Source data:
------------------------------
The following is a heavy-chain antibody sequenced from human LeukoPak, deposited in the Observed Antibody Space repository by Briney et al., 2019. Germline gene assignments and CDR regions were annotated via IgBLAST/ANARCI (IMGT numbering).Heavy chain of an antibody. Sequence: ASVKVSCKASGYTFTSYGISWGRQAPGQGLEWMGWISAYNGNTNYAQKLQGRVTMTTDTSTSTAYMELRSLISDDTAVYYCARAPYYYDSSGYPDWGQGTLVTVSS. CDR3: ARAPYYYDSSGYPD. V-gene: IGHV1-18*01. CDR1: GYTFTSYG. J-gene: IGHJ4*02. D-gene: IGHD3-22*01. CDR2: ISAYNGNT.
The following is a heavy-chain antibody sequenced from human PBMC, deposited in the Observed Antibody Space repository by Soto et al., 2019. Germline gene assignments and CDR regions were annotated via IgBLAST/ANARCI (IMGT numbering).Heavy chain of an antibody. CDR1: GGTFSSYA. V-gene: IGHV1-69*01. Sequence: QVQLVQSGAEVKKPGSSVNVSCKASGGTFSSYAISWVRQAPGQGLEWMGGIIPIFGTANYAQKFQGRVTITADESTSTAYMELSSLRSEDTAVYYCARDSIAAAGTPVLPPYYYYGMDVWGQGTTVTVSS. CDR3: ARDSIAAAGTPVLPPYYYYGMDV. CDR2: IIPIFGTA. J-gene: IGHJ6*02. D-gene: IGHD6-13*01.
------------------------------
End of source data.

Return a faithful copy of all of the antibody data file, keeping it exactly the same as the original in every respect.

The following is a heavy-chain antibody sequenced from human LeukoPak, deposited in the Observed Antibody Space repository by Briney et al., 2019. Germline gene assignments and CDR regions were annotated via IgBLAST/ANARCI (IMGT numbering).Heavy chain of an antibody. Sequence: ASVKVSCKASGYTFTSYGISWGRQAPGQGLEWMGWISAYNGNTNYAQKLQGRVTMTTDTSTSTAYMELRSLISDDTAVYYCARAPYYYDSSGYPDWGQGTLVTVSS. CDR3: ARAPYYYDSSGYPD. V-gene: IGHV1-18*01. CDR1: GYTFTSYG. J-gene: IGHJ4*02. D-gene: IGHD3-22*01. CDR2: ISAYNGNT.
The following is a heavy-chain antibody sequenced from human PBMC, deposited in the Observed Antibody Space repository by Soto et al., 2019. Germline gene assignments and CDR regions were annotated via IgBLAST/ANARCI (IMGT numbering).Heavy chain of an antibody. CDR1: GGTFSSYA. V-gene: IGHV1-69*01. Sequence: QVQLVQSGAEVKKPGSSVNVSCKASGGTFSSYAISWVRQAPGQGLEWMGGIIPIFGTANYAQKFQGRVTITADESTSTAYMELSSLRSEDTAVYYCARDSIAAAGTPVLPPYYYYGMDVWGQGTTVTVSS. CDR3: ARDSIAAAGTPVLPPYYYYGMDV. CDR2: IIPIFGTA. J-gene: IGHJ6*02. D-gene: IGHD6-13*01.